Changing Seasons, Winds of Change

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Changing Seasons, Winds of Change

By Virginia Beck

the-four-seasonsThe winds of change are always unsettling, disturbing us and upsetting our plans. For us on Kaua‘i, we are used to having to adapt to the weather, and change our daily routines to accommodate wind, rain and sunshine — not to mention the ocean conditions.

On our Pacific frontier island, we are out here amidst the ocean deeps and the amazing shifts of wind and weather. Weather forces from far away, blow about the globe, and here we are in the middle of it all. The Hawaiian archipelago is a blessed miracle. Here, under the blazing sun, we are gifted with rain, water to nourish us all, plants, people and other living creatures. We are truly the fortunate islands.

Hawai‘i is water wealthy, especially Kaua‘i. Even if we grumble a bit, we know how valuable and necessary it is. So we all help each other to prepare for whatever comes, be it storms, or for picnics and parties in our sunny beaches. A community, a family, an ‘ohana, a group of people who work and play together and support each other.

During times of change we hui together and provide helping hands and support.

To me, the real beauty of Kaua‘i is her people and the way they help each other, naturally looking out for visitors and strangers, helping them find what they need. The chance encounters with people from all walks of life; every nationality, tourists, visiting families,

Honeymooners. Here, you will meet people from all over the globe, every culture.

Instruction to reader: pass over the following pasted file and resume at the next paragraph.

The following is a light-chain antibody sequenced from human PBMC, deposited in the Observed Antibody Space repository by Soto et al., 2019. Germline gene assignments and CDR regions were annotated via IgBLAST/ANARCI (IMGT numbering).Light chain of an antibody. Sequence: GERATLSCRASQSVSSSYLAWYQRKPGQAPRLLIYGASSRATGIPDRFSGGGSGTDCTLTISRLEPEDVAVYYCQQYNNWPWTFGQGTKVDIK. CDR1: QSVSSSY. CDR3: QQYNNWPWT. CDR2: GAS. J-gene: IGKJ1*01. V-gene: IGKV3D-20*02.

How interesting it is that we all make plans, forgetting they are always interrupted and altered. So we plan for whatever may come: back to school, luaus, jobs, getting promoted or learning new skills; never, ever really thinking our lives could be changed in a single second, and our plans might not unfold exactly the way we thought they would.

When our plans are halted or we encounter obstacles, we always seem surprised. What? What! How could this happen? We still believe in a world we control, at least in our imagination.

Isn’t it funny we each think our plan is the one will actually happen?

There are at least 7.2 billion people out there thinking the same thing. The chances of our one life plan going exactly the way we thought are pretty small. It is mostly through fortunate accident our hard work, diligent attentions, and dreams turn out the way we thought. That and a supportive community.

Sometimes the obstacles turn us in a new direction. Hawaiians know that when you are in the rip current, you don’t fight it. You go with it and try to direct your flow to a more desirable spot. It may take you to a delightful new adventure.

Kaua‘i often frustrates visitors and newcomers because things are not like on the Mainland. We do things differently here; and that is the magic of it. The chance to try new things, to get lost and find a beautiful country road and old houses. To wind up at an entirely different restaurant, and try completely new food. To meet people you would never have met if your original plan worked out.

Virginia Beck

Virginia Beck

Surrender doesn’t come easily. Most of my life, God has dragged me kicking and screaming toward my good, with me saying, “Wait, this isn’t what I planned!” As I develop some small wisdom, I now can say, “Here we go again!”

If you can embrace the change, like any current, you can use the energy to push you onward in your life journey and see and learn more than you could ever have imagined.

You are surfing the waves in the ocean of life.

And no matter what, you are on Kaua‘i, the jewel of the planet. That is an amazing accomplishment, big enough for a lifetime.

  • Virginia Beck, NP and Certified Trager® Practitioner, offers Wellness Consultation, Trager Psychophysical Integration and teaches Malama Birth Training classes. She can be reached at 635-5618.
By | 2016-11-10T05:41:01+00:00 September 19th, 2015|0 Comments

About the Author:

Léo Azambuja, editor of For Kaua‘i, has won multiple journalism awards in the state of Hawai‘i, including investigative and enterprise reporting, spot news and feature writing, photojournalism and online reporting.

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